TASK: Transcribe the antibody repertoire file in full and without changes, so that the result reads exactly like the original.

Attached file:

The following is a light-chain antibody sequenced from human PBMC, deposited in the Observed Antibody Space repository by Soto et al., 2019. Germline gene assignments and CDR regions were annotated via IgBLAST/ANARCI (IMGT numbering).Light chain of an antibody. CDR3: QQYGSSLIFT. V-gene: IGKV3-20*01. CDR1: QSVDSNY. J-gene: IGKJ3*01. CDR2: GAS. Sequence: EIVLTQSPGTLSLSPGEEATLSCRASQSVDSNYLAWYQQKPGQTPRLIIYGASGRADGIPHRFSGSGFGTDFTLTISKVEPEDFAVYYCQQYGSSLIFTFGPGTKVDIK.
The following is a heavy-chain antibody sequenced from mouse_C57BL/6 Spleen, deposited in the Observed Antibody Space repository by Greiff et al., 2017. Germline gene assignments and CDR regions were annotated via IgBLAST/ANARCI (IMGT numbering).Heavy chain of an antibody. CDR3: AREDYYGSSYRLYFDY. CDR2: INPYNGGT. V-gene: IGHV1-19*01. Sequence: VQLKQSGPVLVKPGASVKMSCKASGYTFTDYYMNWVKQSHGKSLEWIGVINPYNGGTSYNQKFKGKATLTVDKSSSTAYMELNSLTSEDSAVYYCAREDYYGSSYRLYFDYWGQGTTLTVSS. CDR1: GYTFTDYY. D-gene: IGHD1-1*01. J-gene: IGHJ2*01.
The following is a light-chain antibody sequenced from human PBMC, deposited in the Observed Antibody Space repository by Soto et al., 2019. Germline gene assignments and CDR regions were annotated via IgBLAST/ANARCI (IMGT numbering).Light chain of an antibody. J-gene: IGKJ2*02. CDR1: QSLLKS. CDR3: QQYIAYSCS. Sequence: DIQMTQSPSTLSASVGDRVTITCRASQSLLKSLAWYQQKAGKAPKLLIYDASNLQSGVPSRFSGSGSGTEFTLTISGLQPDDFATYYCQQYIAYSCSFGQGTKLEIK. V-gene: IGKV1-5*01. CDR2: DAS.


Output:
The following is a light-chain antibody sequenced from human PBMC, deposited in the Observed Antibody Space repository by Soto et al., 2019. Germline gene assignments and CDR regions were annotated via IgBLAST/ANARCI (IMGT numbering).Light chain of an antibody. CDR3: QQYGSSLIFT. V-gene: IGKV3-20*01. CDR1: QSVDSNY. J-gene: IGKJ3*01. CDR2: GAS. Sequence: EIVLTQSPGTLSLSPGEEATLSCRASQSVDSNYLAWYQQKPGQTPRLIIYGASGRADGIPHRFSGSGFGTDFTLTISKVEPEDFAVYYCQQYGSSLIFTFGPGTKVDIK.
The following is a heavy-chain antibody sequenced from mouse_C57BL/6 Spleen, deposited in the Observed Antibody Space repository by Greiff et al., 2017. Germline gene assignments and CDR regions were annotated via IgBLAST/ANARCI (IMGT numbering).Heavy chain of an antibody. CDR3: AREDYYGSSYRLYFDY. CDR2: INPYNGGT. V-gene: IGHV1-19*01. Sequence: VQLKQSGPVLVKPGASVKMSCKASGYTFTDYYMNWVKQSHGKSLEWIGVINPYNGGTSYNQKFKGKATLTVDKSSSTAYMELNSLTSEDSAVYYCAREDYYGSSYRLYFDYWGQGTTLTVSS. CDR1: GYTFTDYY. D-gene: IGHD1-1*01. J-gene: IGHJ2*01.
The following is a light-chain antibody sequenced from human PBMC, deposited in the Observed Antibody Space repository by Soto et al., 2019. Germline gene assignments and CDR regions were annotated via IgBLAST/ANARCI (IMGT numbering).Light chain of an antibody. J-gene: IGKJ2*02. CDR1: QSLLKS. CDR3: QQYIAYSCS. Sequence: DIQMTQSPSTLSASVGDRVTITCRASQSLLKSLAWYQQKAGKAPKLLIYDASNLQSGVPSRFSGSGSGTEFTLTISGLQPDDFATYYCQQYIAYSCSFGQGTKLEIK. V-gene: IGKV1-5*01. CDR2: DAS.